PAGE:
Imagine a simple help desk input form with three fields: a pre-populated requestor name, the type of request in a drop-down (software request, outage, etc) and a free-form text field to describe the request. Any reporting tool can easily count the number of request types, but deep analysis of problematic issues requires natural language processing (NLP). Tools like AWS Comprehend or Python NLTK (for the roll-your-own data science types) can quickly tease out topics and custom entities like “Workday” or “Cisco VPN.”
These tools are essentially like hiring an army of analysts to pour through massive corpora (bodies of text) to examine key insights that would otherwise remain buried, and hence unactionable, within your operational systems. Getting ahead of issues or capitalizing on opportunities through insights is a much more proactive approach to enterprise service management.
5. Salesforce opportunity summaries
Continuing with the natural language processing paradigm – Salesforce is another prime candidate for text mining. Many sales opportunities are closed as either “won” or “lost” with a simple drop-down consisting of a finite set of reasons. While it’s interesting to see a report of canned reasons such as “security compliance” or “price point,” sales leaders must continuously analyze free-form text fields to discover new reasons for deals winning or losing.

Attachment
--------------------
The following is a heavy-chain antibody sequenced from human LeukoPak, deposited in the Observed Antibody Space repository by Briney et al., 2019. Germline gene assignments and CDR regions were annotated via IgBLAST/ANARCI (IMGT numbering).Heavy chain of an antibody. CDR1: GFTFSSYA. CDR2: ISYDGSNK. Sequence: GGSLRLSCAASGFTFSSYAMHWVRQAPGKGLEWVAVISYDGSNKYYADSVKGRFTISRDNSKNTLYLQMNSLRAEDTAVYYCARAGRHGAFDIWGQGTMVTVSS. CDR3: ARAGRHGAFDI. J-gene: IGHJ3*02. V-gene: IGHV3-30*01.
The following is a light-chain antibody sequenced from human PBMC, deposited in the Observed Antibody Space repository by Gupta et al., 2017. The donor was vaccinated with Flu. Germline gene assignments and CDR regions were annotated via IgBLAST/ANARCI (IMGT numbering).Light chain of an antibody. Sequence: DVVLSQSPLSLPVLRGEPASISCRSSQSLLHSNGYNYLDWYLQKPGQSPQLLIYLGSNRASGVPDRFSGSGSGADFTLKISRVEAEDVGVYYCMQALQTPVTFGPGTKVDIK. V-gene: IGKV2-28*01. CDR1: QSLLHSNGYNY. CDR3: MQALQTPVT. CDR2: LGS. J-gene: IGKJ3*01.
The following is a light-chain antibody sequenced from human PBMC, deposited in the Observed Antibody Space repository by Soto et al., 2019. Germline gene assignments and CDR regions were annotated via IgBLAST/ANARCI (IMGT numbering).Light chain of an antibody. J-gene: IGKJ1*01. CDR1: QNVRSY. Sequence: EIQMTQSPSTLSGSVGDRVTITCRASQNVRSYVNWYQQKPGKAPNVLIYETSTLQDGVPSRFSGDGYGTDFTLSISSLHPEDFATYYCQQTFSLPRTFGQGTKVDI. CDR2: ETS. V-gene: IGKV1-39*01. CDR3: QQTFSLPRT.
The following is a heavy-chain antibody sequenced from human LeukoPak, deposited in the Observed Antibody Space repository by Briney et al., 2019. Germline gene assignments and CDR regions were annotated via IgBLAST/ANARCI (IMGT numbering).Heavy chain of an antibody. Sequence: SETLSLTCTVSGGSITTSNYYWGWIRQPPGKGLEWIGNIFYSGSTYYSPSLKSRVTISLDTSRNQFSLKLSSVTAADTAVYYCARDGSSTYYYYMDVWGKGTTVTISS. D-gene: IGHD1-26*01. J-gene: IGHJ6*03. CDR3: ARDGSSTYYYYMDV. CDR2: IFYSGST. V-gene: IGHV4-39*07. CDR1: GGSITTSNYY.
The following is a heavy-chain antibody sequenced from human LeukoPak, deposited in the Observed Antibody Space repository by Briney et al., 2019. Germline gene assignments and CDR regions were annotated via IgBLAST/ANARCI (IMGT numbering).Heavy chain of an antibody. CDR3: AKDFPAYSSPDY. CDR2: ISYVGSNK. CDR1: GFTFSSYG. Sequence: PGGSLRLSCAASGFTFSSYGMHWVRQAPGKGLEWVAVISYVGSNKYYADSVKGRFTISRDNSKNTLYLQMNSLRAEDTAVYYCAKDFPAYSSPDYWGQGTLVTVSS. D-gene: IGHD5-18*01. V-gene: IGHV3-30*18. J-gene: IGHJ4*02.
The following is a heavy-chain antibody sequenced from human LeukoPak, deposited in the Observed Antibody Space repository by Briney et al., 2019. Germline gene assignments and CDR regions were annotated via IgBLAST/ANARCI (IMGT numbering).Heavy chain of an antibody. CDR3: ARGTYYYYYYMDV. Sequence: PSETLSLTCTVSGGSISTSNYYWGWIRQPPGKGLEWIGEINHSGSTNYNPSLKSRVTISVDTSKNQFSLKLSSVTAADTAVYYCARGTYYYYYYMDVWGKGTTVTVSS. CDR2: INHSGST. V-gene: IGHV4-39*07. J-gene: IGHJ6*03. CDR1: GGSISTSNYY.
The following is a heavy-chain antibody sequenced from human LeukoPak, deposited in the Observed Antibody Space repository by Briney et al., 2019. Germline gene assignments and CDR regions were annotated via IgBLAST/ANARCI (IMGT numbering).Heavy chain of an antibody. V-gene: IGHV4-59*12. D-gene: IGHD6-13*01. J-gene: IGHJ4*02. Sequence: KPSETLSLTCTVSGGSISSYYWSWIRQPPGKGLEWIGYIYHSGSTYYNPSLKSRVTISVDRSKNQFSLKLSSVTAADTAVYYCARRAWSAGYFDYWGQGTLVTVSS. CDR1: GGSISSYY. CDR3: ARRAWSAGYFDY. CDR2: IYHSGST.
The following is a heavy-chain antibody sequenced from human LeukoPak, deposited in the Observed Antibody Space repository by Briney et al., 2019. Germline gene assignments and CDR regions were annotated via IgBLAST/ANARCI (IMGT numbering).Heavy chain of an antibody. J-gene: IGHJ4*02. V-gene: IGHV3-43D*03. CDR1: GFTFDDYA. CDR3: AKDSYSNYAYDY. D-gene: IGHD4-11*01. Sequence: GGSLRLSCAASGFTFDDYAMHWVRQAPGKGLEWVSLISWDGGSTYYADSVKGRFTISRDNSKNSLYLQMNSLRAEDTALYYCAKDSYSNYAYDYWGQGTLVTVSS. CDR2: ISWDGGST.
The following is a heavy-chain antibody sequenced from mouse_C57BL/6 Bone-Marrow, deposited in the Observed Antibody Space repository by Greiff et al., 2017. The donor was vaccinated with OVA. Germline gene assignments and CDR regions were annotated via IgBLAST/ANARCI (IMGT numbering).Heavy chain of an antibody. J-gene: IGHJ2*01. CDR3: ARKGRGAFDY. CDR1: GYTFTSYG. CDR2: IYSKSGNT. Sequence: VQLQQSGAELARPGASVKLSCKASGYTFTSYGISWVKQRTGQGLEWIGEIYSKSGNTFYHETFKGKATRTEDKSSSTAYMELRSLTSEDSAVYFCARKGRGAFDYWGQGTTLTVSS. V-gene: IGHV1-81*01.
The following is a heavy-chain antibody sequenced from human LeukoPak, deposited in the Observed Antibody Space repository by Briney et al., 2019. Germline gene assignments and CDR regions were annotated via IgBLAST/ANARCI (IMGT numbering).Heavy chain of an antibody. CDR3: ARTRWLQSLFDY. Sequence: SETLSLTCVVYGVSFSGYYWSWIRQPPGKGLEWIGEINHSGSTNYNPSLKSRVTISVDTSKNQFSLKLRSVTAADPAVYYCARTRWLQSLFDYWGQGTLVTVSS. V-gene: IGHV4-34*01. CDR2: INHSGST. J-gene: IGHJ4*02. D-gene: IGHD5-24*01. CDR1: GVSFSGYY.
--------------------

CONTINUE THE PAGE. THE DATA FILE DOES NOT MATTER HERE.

Deals may be lost because the product’s user interface is now perceived as outdated. There could also be a new competitor siphoning deals out from under you. Likewise, you may be winning deals for reasons which aren’t so obvious; such as achieving FedRAMP compliance or providing a freemium offering for light-touch users. Either way, getting into the weeds of free-form text is the only way to tease out these insights. Understanding these insights may ultimately help you sell more products and lose fewer deals.